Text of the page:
A new opinion poll in France has found that almost half of the French people are against printing satirical sketches of Islam’s Prophet Mohammad.
Conducted by Ifop, the poll, the results of which were published in Le Journal du Dimanche on Sunday, showed that 42 percent of the respondents to the poll believe the Prophet cartoons, which Muslims regard as offensive, should not be published.
Fifty percent lent support to “limitations on free speech online and on social networks.”
The poll also indicated that 81 percent of people in France believe dual nationals who have committed an act of terrorism on French soil should lose their French nationality.
Meanwhile, nearly 70 percent of the participants in the poll supported banning French citizens from coming back to the country if “they are suspected of having gone to fight in countries or regions controlled by terrorist groups,” such as the parts of Syria and Iraq under ISIL control.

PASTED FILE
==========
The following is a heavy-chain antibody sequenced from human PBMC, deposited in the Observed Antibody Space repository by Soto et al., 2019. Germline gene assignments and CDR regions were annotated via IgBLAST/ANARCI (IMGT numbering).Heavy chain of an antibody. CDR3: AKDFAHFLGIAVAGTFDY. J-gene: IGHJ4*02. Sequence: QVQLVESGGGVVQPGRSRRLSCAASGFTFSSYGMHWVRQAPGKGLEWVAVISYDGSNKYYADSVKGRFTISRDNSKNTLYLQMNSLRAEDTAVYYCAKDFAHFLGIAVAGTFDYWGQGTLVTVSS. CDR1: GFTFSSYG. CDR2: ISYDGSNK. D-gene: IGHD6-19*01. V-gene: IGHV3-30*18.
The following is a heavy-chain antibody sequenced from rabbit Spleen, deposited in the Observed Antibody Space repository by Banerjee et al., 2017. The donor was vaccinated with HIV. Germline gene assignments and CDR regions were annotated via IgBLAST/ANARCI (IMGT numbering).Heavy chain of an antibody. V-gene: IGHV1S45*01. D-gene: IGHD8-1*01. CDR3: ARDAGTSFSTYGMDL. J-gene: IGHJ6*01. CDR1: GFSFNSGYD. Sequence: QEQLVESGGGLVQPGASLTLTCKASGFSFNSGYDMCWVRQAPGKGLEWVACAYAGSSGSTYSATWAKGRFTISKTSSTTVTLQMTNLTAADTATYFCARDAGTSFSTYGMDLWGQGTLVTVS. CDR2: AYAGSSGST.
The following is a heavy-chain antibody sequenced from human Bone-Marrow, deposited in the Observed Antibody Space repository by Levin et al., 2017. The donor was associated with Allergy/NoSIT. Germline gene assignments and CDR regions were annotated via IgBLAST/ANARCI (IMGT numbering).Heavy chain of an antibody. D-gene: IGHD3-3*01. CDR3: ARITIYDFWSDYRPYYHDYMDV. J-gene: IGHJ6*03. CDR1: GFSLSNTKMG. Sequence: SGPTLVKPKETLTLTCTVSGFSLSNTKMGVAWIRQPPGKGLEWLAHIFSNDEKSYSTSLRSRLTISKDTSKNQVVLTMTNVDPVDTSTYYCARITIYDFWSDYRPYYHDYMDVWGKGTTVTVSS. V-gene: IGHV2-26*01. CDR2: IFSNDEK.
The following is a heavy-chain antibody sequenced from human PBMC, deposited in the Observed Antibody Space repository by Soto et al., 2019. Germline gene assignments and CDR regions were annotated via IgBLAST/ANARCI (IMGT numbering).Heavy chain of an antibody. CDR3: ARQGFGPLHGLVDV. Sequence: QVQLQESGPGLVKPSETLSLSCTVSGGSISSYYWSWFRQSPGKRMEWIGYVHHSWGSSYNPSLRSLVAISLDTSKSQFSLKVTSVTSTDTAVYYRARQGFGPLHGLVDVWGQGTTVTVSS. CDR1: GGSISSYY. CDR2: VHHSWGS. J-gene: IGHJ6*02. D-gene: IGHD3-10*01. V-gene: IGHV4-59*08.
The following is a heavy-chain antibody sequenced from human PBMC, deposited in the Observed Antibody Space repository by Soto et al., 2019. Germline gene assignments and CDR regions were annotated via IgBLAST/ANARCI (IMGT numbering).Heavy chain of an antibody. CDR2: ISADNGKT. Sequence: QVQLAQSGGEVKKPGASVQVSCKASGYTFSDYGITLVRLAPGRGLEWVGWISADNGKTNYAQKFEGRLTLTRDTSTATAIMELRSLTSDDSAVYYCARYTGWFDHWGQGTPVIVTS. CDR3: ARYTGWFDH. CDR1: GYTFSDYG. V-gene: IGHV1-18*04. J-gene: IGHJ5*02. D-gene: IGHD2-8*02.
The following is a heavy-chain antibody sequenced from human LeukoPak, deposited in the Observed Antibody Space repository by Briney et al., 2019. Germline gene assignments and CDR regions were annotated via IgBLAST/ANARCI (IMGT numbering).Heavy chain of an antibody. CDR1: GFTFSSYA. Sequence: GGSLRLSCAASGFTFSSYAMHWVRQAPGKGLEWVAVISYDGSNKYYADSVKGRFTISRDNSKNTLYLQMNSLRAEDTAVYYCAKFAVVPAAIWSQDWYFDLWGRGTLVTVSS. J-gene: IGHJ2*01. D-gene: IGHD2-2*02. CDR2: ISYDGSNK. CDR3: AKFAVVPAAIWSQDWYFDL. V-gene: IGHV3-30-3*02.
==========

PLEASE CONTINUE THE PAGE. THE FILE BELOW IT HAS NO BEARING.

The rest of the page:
The same proportion also said people suspected of seeking to join Takfiri terrorist groups should be banned from leaving France.
According to the poll, 57 percent of the respondents expressed opposition to French military intervention in countries such as Libya, Syria and Yemen.
The poll was conducted after French satirical magazine Charlie Hebdo, whose Paris office was attacked by gunmen on January 7, once again published a cartoon of the Prophet on the cover of its new edition on January 14 despite warnings that the move is provocative.
Many newspapers and magazines across the globe reprinted the cartoon.
French President Francois Hollande on Saturday defended the move after protests against Charlie Hebdo in Niger and Pakistan.
The satirical weekly has on numerous occasions published cartoons insulting Islam and Muslims, justifying them as “freedom of speech.”